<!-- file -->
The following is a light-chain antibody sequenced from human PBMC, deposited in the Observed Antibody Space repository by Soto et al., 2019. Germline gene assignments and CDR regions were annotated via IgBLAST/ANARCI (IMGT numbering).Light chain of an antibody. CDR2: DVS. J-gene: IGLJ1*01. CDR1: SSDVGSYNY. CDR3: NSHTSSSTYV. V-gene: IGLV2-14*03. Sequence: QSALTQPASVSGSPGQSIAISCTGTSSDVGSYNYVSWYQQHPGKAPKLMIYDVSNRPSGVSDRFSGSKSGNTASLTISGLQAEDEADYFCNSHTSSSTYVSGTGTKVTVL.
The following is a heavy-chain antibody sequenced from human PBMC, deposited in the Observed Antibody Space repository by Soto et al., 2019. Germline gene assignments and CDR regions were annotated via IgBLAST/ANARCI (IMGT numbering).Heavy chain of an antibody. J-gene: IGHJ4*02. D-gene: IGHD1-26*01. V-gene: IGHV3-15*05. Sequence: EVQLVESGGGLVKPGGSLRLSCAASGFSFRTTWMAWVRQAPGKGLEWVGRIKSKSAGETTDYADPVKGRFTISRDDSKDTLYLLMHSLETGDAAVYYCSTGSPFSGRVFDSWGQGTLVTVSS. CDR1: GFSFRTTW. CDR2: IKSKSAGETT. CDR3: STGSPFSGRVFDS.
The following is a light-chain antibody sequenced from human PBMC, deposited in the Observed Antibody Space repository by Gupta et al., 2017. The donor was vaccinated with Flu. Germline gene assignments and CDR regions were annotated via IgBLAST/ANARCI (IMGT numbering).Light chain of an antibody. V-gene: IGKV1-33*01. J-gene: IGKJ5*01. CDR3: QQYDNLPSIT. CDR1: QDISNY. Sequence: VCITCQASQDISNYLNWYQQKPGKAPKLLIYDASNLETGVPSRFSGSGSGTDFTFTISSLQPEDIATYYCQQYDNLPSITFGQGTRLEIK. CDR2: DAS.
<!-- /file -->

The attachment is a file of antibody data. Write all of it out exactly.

The following is a light-chain antibody sequenced from human PBMC, deposited in the Observed Antibody Space repository by Soto et al., 2019. Germline gene assignments and CDR regions were annotated via IgBLAST/ANARCI (IMGT numbering).Light chain of an antibody. CDR2: DVS. J-gene: IGLJ1*01. CDR1: SSDVGSYNY. CDR3: NSHTSSSTYV. V-gene: IGLV2-14*03. Sequence: QSALTQPASVSGSPGQSIAISCTGTSSDVGSYNYVSWYQQHPGKAPKLMIYDVSNRPSGVSDRFSGSKSGNTASLTISGLQAEDEADYFCNSHTSSSTYVSGTGTKVTVL.
The following is a heavy-chain antibody sequenced from human PBMC, deposited in the Observed Antibody Space repository by Soto et al., 2019. Germline gene assignments and CDR regions were annotated via IgBLAST/ANARCI (IMGT numbering).Heavy chain of an antibody. J-gene: IGHJ4*02. D-gene: IGHD1-26*01. V-gene: IGHV3-15*05. Sequence: EVQLVESGGGLVKPGGSLRLSCAASGFSFRTTWMAWVRQAPGKGLEWVGRIKSKSAGETTDYADPVKGRFTISRDDSKDTLYLLMHSLETGDAAVYYCSTGSPFSGRVFDSWGQGTLVTVSS. CDR1: GFSFRTTW. CDR2: IKSKSAGETT. CDR3: STGSPFSGRVFDS.
The following is a light-chain antibody sequenced from human PBMC, deposited in the Observed Antibody Space repository by Gupta et al., 2017. The donor was vaccinated with Flu. Germline gene assignments and CDR regions were annotated via IgBLAST/ANARCI (IMGT numbering).Light chain of an antibody. V-gene: IGKV1-33*01. J-gene: IGKJ5*01. CDR3: QQYDNLPSIT. CDR1: QDISNY. Sequence: VCITCQASQDISNYLNWYQQKPGKAPKLLIYDASNLETGVPSRFSGSGSGTDFTFTISSLQPEDIATYYCQQYDNLPSITFGQGTRLEIK. CDR2: DAS.